Identifier

MSS.6.169

Date

8-14-1861

Subjects

United States--History--Civil War, 1861-1865; Bruen, Luther Barnett--Correspondence

Notes

4 pages

Transcription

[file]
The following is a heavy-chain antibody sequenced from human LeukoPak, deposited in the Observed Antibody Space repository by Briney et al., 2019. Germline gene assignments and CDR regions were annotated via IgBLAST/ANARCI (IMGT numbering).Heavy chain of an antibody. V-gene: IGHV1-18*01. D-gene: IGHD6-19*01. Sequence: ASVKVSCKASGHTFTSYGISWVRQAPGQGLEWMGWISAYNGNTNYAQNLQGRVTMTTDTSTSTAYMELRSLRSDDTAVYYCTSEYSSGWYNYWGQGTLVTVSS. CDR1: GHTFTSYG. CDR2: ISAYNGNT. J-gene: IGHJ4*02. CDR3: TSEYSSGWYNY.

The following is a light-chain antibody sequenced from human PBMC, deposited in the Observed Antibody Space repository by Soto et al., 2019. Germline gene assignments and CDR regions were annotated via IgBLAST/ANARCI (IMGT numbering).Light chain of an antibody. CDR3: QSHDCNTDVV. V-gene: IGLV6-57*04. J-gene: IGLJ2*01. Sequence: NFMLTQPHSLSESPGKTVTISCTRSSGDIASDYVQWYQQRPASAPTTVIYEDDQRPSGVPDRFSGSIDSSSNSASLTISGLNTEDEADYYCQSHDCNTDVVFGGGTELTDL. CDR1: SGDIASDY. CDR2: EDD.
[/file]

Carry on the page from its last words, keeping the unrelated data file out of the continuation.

Fort Hamilton August 14th 1861 I was delighted to receive and read your excellent letter of Sunday. It is the best one you have sent me, my darling, since I have been away. I hope you have got mine informing you of my contemplated change of programme. If you have not now, as I write, you certainly will have tomorrow, unless you turn your face the other ward today, which I do not think you contemplate doing. You say you think of starting on Wednesday or Thursday of next week; this, I fancy was not meant for today or tomorrow. If you should leave before my letter reached Dayton, I should welcome you as you wd wish to be, of course; but I guess that won't happen as you evidently expected to receive a letter from me, before starting, in reply to yours, and you're getting it without delay I received a letter from Gen. Shouler this evening, accompanied by the genealogy of the Bruen family and all the history it has, I suppose. It is quite long & very interesting to me. Most of it, however, is devoted to the Life of John Bruen which we already have. The General thinks he will come this way next month & proposes to give me a call. He sends his regards to you & Mr Forrer. I shall go over to Newark tomorrow with my life insurance policy, to make some arrangement with the officers, in reference to my going into service; if I can accomplish any thing satisfactory, I shall feel less anxiety about the future. Our legal troubles are about ended, in my opinion. The sheriff came down this morning to serve a writ of attachment on the Col (Burke) but we wouldn't let him in. He then wanted to go over Fort LaFayette to get the prisoners but Major Clitz ordered up a file of soldiers and told him he shouldn't go there. Where upon the Sheriff shook hands with him & departed to make his return. In the mean time we have placed ourselves on a war footing and are ready for a *boush* with the Sheriff and his posse comitatus. They will never come tho! We received five companies of a Lower Island regiment tonight as an addition to our garrison. They are of no manner of use, but they will do as well as veterans to make a show with. We are all saddened by the gallant death of Gen Lyon. I hoped that we should have him to fight for us until Secession is was thoroughly wiped out of Missouri. It will be done speedily, I believe, but other hands will gather the laurels. I rec'd a letter from Staff Young today. He had scratched Hook's name off of the card on its back, from which I infer they have dissolved. Is it so? It appears from the papers that the people are cleaning out the secession *souroals* in the North. When will the Empire's time come? Poor Priscilla will have a hard time if you and Eliza both leave her. I don't think it likely that E. will leave very soon, not at any rate while the rebel army is at *Manaster*. When it has been dispersed or driven out of Virginia Robert may begin to feel like taking his family to Washington, not before; Priscilla may rest assured of that. I hope I shall see them all again soon and in improving health. How did Jere get along with the Schenck girls? Had a pleasant time I spose, of course, naturally would. Now that it seems we are soon to see each other, I am more anxious than ever to meet you. I hope I shall hear by Saturday at farthest, so I can leave on Monday if at all. Love to all. Faithfully thine, Luther

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